There's nothing more frustrating than an mailbox full of junk mail, so make dealing with junk mail one of your Spring resolutions. To start with, here are a couple of sites you should visit:
- Catalog Choice: With over a million users and counting, this is a free and easy way of cutting down your catalog junk.
- Direct Marketer's Association: You can request one of the over 3,600 companies under the DMA's umbrella to stop sending mail to you. This includes credit offers, catalogs, mail offers, and magazine offers.
- OptOutPrescreen.com: A bunch of credit reporting companies started this website to soothe the frustrations of consumers. This is a good site for opting out of those endless credit card offers.
If you're done checking out the above sites and the flow of junk mail from certain retailers still hasn't stopped, you can also try manually contact the culprits. If you have the time, you can phone the companies to opt out of their mailing lists. Or if you prefer, you can dig around on their websites to see if you can be removed from their list online.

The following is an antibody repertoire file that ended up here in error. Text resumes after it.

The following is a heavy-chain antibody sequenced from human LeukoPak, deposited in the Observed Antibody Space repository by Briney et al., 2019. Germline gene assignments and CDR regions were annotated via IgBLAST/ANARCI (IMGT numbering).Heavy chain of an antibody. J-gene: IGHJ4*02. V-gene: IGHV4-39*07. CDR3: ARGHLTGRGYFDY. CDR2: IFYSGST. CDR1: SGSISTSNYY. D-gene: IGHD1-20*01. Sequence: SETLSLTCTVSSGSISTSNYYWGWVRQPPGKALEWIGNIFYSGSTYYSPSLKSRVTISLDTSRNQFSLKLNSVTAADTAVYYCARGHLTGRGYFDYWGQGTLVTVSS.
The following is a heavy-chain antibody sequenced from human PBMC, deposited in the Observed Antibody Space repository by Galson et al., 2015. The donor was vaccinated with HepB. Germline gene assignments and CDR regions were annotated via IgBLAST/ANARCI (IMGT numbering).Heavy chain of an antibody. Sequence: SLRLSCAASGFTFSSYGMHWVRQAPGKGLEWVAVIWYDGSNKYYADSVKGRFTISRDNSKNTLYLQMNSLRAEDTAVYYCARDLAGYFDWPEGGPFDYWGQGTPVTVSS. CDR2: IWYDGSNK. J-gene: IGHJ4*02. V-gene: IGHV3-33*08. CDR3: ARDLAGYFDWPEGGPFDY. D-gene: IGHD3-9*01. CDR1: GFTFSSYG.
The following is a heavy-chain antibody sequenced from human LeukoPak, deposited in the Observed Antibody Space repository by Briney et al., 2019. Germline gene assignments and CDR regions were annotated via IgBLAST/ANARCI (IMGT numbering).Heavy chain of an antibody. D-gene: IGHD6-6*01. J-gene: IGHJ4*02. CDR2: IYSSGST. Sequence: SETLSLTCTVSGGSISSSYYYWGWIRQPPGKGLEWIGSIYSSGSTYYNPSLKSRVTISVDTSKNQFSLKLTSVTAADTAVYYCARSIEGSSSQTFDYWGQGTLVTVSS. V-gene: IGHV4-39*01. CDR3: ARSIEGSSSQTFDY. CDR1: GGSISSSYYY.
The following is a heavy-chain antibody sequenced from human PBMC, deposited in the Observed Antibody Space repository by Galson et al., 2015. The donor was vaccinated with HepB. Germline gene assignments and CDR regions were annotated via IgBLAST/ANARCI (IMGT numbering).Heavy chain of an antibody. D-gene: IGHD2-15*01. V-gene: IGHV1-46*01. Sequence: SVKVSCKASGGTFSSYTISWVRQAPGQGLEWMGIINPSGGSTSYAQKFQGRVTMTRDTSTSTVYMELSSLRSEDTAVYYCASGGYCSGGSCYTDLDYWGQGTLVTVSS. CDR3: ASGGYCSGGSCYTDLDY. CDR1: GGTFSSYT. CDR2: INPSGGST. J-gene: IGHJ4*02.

Remember to note on an Excel sheet or Google doc details of the companies you have contacted and the dates you spoke with them so you'll know when to follow up.
If you've moved to a new place, you might find yourself inundated with the previous tenant's mail. First, you should communicate to the mail carrier that you're receiving a previous tenant's letters, says Sue Brennan, a spokesperson for the US Postal Service. You can do this by telling the carrier in person, leaving a note in the mailbox, or writing the word "moved" on the ex-tenant's mail.
Source: Etsy User TerraViam